This article is sponsored by Whites Rural
DISTANCE, isolation and limited lines of communication has created a number of barriers for young children in regional, rural and remote Australia, which are fundamental for their learning and development.
The Whites Rural community grants program started by the Kelly family of Whites Rural, specialist fencing company was first introduced in 2015 as a way to give back to rural communities and help bush kids develop through art, music, sport, sustainability and social well-being.
In its third year now the national program offers $40,000 worth of grants to 10 worthy recipients each year. The program continues to receive ongoing support and a flow of applicants from wide ranging communities and various initiatives.
Here's a snapshot from some well-deserving recipients of 2016 and how their communities have benefited.
Taking care of life’s essentials
Innisfail's Despina Parakas and her husband, Bruce are both dedicated to helping the lives of foster kids, which has been fundamental in the development of their non-profit project, Backpacks 4 Aussie Kids in 2009.
When considering taking on the role of foster carers, Despina and her partner discovered the need for kids coming into foster and kinship care, who are often removed hastily with nothing but the clothes they're wearing.
Backpacks 4 Aussie Kids, involves obtaining clothing and activities for youth from newborn to age 17 to include in backpacks and nappy bags sorted by age and gender that are distributed for emergency foster care.
"The backpacks are filled with essential items, like new clothing, undies, toiletries and things all kids need; a soft toy, a blanket and a torch because sleeping in a new house with people you don't know is scary," Ms Parakas said.
The local charity has expanded its network across Australia from its mere beginnings in 2009, distributing more than 1000 backpacks to date and currently working towards supplying 10,000 backpacks.
"It was amazing when we got the Whites Rural grant, $4000 is a lot for us to get, we were both crying with joy.
“It has allowed us to purchase much needed supplies, like new pyjamas and we're hoping to build an awning to waterproof the shipping container that stores all the donations.
"I've heard some fabulous stories from Backpacks 4 Aussie Kids. A 13 year old boy who'd never had his own teddy or his own clean clothing – the agency worker gave him our backpack and he lay everything out on the bed, wrapped himself in the blanket and grabbed the teddy and cried."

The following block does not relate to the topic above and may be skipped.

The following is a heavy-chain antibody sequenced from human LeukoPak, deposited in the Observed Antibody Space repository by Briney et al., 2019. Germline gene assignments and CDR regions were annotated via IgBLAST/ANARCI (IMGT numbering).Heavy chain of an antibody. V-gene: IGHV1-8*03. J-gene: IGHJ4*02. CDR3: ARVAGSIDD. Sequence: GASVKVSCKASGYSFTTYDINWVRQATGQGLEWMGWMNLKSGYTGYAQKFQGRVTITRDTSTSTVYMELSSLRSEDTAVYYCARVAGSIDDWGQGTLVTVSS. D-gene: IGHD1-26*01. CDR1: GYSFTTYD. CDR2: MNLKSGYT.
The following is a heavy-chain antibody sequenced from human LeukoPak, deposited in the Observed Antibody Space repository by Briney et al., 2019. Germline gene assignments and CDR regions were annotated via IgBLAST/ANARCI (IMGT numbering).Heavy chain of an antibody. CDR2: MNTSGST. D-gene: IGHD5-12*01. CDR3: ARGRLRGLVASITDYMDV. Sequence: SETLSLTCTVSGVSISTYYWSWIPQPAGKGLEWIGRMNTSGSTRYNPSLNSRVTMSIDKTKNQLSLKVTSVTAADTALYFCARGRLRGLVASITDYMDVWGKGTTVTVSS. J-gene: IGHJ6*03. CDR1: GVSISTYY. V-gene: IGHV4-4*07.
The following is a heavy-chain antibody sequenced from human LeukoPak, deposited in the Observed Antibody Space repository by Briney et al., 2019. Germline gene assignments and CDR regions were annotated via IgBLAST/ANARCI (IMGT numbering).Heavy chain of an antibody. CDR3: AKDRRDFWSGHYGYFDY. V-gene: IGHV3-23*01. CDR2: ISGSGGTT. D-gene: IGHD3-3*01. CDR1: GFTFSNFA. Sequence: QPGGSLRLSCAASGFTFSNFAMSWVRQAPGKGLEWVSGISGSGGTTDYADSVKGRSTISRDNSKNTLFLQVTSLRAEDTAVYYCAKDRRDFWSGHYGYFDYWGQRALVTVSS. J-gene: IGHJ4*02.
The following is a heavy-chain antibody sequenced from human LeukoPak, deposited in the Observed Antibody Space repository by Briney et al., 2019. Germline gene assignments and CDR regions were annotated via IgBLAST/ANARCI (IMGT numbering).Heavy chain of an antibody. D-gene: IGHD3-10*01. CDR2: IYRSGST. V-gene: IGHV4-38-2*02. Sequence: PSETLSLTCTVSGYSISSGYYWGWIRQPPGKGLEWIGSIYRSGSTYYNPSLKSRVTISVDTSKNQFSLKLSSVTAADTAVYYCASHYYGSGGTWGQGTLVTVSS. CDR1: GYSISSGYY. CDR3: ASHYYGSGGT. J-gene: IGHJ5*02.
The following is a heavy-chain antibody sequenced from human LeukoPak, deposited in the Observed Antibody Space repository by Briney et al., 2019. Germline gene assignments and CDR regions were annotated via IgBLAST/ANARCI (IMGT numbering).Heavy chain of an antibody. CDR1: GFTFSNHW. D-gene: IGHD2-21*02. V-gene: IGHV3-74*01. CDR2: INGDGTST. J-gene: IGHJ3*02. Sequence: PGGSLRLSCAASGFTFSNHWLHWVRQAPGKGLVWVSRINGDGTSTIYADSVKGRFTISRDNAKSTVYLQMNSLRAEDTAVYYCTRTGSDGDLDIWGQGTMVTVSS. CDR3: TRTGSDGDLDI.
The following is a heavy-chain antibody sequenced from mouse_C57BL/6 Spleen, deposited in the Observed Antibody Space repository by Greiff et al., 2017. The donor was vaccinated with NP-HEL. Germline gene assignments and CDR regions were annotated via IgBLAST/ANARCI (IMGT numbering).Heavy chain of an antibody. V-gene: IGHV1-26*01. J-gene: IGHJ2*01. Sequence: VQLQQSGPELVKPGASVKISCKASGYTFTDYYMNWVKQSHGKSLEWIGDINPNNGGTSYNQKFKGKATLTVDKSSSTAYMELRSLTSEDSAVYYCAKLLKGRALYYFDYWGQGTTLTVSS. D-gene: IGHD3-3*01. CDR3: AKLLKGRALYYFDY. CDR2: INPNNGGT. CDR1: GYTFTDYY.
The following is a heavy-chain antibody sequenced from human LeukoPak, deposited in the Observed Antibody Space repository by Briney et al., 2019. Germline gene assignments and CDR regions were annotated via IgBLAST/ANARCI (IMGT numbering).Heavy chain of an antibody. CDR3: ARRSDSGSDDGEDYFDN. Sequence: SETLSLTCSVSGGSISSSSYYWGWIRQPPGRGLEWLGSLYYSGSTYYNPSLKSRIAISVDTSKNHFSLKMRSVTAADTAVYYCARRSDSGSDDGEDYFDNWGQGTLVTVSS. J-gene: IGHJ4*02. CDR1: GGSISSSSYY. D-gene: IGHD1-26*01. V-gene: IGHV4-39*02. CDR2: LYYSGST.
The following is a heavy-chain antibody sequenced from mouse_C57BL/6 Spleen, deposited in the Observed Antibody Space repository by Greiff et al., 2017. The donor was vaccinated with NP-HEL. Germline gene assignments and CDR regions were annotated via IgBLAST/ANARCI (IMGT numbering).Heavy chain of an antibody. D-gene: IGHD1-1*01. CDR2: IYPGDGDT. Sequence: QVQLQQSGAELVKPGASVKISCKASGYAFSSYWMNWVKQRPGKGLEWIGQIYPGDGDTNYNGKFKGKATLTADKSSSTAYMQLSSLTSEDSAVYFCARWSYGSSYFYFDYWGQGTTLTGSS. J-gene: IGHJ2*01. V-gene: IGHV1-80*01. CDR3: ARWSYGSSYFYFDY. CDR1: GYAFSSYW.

"Being able to buy things new means a lot to the kids – they're receiving something that's specifically for them,” she said.
Ms Parakas explains that whilst it's a short-term physical comfort it makes the kids feel special and gives them some independence.
The joy of playgroup in the outback
The Katherine Isolated Children's Service (KICS) runs a mobile playgroup service that first started in 1998 formed by the Isolated Children and Parent's Association (ICPA), following a need for early childhood education in remote districts.
Each year KICS travel 750,000 square kilometers bringing the joy of playgroup and play-based learning to socially and geographically isolated children aged between zero and five years.
KICS has two field teams travel from Katherine eight times a week with a purpose built trailer with water tanks, solar panels and a fridge delivering four to five playgroups, servicing approximately 25 Indigenous communities and 25 pastoral stations. Last year KICS ran 235 playgroups, and helped 2,549 children.
KICS coordindator, Amanda Tootell said they travel on "some interesting roads" to places like Supplejack Downs, 730km from the nearest town Alice Springs or Bulman, one of their most northerly visited top end towns.
The Whites Rural community grant allowed KICS to invest in sturdy toys for gross motor skills development, fine motor skills, maths and science.